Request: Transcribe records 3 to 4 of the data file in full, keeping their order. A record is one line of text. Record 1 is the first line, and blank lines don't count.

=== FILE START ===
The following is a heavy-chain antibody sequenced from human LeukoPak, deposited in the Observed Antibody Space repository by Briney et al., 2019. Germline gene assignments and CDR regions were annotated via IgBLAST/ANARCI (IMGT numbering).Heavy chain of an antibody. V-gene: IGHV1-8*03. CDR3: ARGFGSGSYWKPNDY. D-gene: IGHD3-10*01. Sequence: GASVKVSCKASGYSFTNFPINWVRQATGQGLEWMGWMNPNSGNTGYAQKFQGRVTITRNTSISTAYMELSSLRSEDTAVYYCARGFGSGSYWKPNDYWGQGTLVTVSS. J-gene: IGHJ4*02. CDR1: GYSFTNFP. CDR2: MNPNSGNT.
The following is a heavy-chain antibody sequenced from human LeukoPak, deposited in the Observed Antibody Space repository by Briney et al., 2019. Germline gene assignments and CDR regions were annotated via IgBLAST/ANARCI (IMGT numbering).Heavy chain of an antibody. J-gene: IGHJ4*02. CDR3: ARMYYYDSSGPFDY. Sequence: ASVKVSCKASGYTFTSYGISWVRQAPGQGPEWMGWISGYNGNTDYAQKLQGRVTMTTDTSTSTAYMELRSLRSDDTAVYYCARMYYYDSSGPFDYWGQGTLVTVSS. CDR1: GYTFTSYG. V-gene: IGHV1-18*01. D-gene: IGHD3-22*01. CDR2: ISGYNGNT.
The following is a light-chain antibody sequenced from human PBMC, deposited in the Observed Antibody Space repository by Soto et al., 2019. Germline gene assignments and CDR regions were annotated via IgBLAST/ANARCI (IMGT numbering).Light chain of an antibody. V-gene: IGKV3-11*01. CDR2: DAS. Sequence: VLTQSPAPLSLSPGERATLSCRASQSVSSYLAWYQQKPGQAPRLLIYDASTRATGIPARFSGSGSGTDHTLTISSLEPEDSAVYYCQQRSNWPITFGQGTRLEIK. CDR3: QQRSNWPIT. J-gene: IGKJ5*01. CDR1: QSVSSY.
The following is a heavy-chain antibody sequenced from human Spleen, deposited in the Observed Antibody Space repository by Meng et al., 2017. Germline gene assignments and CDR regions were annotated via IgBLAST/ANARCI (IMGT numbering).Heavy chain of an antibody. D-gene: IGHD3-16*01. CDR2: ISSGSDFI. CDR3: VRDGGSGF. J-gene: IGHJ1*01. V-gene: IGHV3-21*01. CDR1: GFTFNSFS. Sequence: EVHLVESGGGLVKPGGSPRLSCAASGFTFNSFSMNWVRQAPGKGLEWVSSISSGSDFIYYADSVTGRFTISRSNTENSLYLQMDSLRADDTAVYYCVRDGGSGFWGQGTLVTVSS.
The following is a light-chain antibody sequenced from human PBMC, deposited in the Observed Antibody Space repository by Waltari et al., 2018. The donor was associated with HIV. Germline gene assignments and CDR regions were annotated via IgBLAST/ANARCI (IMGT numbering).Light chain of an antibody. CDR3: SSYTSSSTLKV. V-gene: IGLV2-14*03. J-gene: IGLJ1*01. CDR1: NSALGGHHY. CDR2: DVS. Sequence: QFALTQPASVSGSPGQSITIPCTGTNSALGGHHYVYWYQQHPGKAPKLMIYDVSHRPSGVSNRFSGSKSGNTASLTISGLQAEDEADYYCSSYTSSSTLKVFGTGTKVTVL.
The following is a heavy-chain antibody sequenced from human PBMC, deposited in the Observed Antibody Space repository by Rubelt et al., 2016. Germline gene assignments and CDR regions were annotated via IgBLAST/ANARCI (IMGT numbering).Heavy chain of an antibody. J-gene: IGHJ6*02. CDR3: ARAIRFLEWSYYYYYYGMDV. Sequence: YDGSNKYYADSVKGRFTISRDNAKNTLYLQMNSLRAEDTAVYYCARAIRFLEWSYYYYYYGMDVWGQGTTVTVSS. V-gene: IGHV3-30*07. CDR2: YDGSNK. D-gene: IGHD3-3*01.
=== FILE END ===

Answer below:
The following is a light-chain antibody sequenced from human PBMC, deposited in the Observed Antibody Space repository by Soto et al., 2019. Germline gene assignments and CDR regions were annotated via IgBLAST/ANARCI (IMGT numbering).Light chain of an antibody. V-gene: IGKV3-11*01. CDR2: DAS. Sequence: VLTQSPAPLSLSPGERATLSCRASQSVSSYLAWYQQKPGQAPRLLIYDASTRATGIPARFSGSGSGTDHTLTISSLEPEDSAVYYCQQRSNWPITFGQGTRLEIK. CDR3: QQRSNWPIT. J-gene: IGKJ5*01. CDR1: QSVSSY.
The following is a heavy-chain antibody sequenced from human Spleen, deposited in the Observed Antibody Space repository by Meng et al., 2017. Germline gene assignments and CDR regions were annotated via IgBLAST/ANARCI (IMGT numbering).Heavy chain of an antibody. D-gene: IGHD3-16*01. CDR2: ISSGSDFI. CDR3: VRDGGSGF. J-gene: IGHJ1*01. V-gene: IGHV3-21*01. CDR1: GFTFNSFS. Sequence: EVHLVESGGGLVKPGGSPRLSCAASGFTFNSFSMNWVRQAPGKGLEWVSSISSGSDFIYYADSVTGRFTISRSNTENSLYLQMDSLRADDTAVYYCVRDGGSGFWGQGTLVTVSS.